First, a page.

First, there was the global pandemic. Now there is a war in Ukraine. And all along there have been the dangers of a hotter planet in looming consequences of a climate crisis.
These unprecedented crises directly impact challenges companies around the world face today, which inevitably dictate what MBAs and business institutions prioritize. But how quickly are business schools able to respond? Four industry experts explained in a recent panel on MBA trends how business education is angling to directly correlate with what the market is experiencing in these uncertain times.
In the panel “An Insider’s View of MBA Trends,” part of a day-long event last month coinciding with the release of The Financial Times’ 2023 global MBA rankings, deans and associate deans were featured from SDA Bocconi School of Management, ESADE Business School and Copenhagen Business School. The fourth panelist was Joy Jones, chief executive officer of the Graduate Management Admission Council.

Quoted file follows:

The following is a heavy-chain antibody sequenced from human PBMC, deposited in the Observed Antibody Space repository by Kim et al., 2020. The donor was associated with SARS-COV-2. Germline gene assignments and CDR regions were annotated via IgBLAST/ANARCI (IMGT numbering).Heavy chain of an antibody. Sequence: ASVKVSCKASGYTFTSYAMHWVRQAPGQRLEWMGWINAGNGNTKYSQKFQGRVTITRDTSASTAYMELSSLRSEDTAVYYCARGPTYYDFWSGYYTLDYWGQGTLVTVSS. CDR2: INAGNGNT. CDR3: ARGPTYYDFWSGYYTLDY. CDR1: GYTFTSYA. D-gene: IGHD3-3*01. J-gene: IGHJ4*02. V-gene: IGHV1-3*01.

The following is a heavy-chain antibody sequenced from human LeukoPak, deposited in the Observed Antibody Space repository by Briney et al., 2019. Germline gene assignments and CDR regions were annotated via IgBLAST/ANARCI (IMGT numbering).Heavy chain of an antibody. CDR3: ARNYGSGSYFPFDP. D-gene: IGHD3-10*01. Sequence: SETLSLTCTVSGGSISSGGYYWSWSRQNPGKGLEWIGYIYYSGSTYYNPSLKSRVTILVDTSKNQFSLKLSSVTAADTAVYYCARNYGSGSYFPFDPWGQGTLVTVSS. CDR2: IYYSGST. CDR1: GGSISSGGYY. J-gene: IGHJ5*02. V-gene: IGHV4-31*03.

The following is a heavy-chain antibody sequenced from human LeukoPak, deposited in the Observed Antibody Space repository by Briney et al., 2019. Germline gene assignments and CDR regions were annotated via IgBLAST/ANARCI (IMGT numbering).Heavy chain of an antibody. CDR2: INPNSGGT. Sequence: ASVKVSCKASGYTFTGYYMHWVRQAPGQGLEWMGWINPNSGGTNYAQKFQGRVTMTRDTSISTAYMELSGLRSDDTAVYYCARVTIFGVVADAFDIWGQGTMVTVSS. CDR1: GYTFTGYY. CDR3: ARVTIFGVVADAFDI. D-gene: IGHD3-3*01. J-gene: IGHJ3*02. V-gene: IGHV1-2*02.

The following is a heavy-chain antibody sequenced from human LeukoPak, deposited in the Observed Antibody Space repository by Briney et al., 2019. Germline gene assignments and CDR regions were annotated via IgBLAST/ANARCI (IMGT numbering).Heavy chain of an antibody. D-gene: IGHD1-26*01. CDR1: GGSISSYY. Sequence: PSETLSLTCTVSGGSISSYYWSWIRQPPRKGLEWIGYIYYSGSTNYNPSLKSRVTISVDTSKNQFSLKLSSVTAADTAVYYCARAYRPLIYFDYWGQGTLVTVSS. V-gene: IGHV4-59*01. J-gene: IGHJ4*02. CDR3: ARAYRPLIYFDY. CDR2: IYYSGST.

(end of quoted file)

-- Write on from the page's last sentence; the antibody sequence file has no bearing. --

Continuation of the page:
MORE CHOICE EQUALS HIGH SATISFACTION
The conversation began about the pandemic. Both the pandemic and the war in Ukraine increased interests in digitalization, says Anna Thomasson, dean of Copenhagen Business School. There was surge in B-schools delivering content rapidly online. And nowadays, the panelists said, their students are continuously showing interest in sustainability, climate science and factors focusing on ESG reporting. SDA Bocconi Dean Stefano Caselli says diversity among students, staff and faculty continues to be a key issue in the industry.